According to several reports, roughly 80% of Americans are in debt from mortgages, student loans, car loans, and lots of credit card debt.  As a matter of fact, credit card debt is second only to mortgage.  As many as 40% of us have credit card debt, and 65% carry a balance every month (revolving debt).  The average credit card’s interest rate is 15% according to CreditCards.com.  What’s even more alarming is to consider a few examples of not paying your bills in full every month:


If we had a credit card with an APR (Annual Percentage Rate) of 18%, and a $ 5,000 balance.  The minimum payment requirement is around 2.5%, or $ 125.  You think that this means $ 125 x 40 payments = $ 5,000, this means in about 4 years the debt will be paid off.


This is the shocker, keeping on the minimum payment schedule, that $ 5,000 actually would take 273 payments… over 22 years!


The credit card companies keep the minimum payment schedules low, so that they can collect on that debt for as long as possible.  As the balance is coming down, the minimum payment becomes even less.  It’s one of the major ways they make money.  Also, by hoping that many of us will only make the minimum payment, it helps people rationalize the debt, “This $ 5,000 charge is only going to cost me $ 125 per month, so we can afford that!”  Ironically, the $125 went to reducing our balance by $ 50, and the other $75 went towards interest.  This mean that over the long term, 60 cents of every dollar would go towards interest!!  We would pay more in interest than what we had originally charged.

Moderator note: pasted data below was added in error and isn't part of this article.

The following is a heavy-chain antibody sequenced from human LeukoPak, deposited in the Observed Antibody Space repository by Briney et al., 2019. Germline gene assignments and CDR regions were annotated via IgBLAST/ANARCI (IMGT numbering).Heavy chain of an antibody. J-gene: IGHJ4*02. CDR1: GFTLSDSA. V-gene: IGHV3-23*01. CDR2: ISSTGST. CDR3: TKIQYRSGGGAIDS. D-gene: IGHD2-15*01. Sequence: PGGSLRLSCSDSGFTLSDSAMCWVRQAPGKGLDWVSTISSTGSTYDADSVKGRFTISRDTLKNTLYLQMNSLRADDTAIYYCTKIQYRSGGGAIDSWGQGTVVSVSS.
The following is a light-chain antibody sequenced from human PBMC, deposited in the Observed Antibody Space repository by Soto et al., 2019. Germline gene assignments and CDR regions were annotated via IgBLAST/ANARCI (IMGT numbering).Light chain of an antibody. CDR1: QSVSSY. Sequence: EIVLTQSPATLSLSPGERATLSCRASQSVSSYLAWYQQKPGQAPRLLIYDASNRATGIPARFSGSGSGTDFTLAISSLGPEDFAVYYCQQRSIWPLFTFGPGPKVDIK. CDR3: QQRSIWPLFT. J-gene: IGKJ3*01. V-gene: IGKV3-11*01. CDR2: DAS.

That same $ 5,000 credit card balance, making only the minimum monthly payment of 1.5% of the outstanding balance every month, at a 14% interest rate, takes almost 61 years to pay it off, adding almost $ 16,000 of additional interest charges over that time.